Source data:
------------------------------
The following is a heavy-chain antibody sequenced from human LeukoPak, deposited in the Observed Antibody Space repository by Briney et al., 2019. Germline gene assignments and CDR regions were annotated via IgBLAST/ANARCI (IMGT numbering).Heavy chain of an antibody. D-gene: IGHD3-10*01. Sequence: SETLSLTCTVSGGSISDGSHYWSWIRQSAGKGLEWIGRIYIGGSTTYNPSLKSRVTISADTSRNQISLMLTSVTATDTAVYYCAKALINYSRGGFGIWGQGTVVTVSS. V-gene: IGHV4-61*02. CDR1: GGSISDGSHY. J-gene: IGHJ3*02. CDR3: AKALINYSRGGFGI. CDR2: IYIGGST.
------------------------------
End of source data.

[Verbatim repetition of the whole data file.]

The following is a heavy-chain antibody sequenced from human LeukoPak, deposited in the Observed Antibody Space repository by Briney et al., 2019. Germline gene assignments and CDR regions were annotated via IgBLAST/ANARCI (IMGT numbering).Heavy chain of an antibody. D-gene: IGHD3-10*01. Sequence: SETLSLTCTVSGGSISDGSHYWSWIRQSAGKGLEWIGRIYIGGSTTYNPSLKSRVTISADTSRNQISLMLTSVTATDTAVYYCAKALINYSRGGFGIWGQGTVVTVSS. V-gene: IGHV4-61*02. CDR1: GGSISDGSHY. J-gene: IGHJ3*02. CDR3: AKALINYSRGGFGI. CDR2: IYIGGST.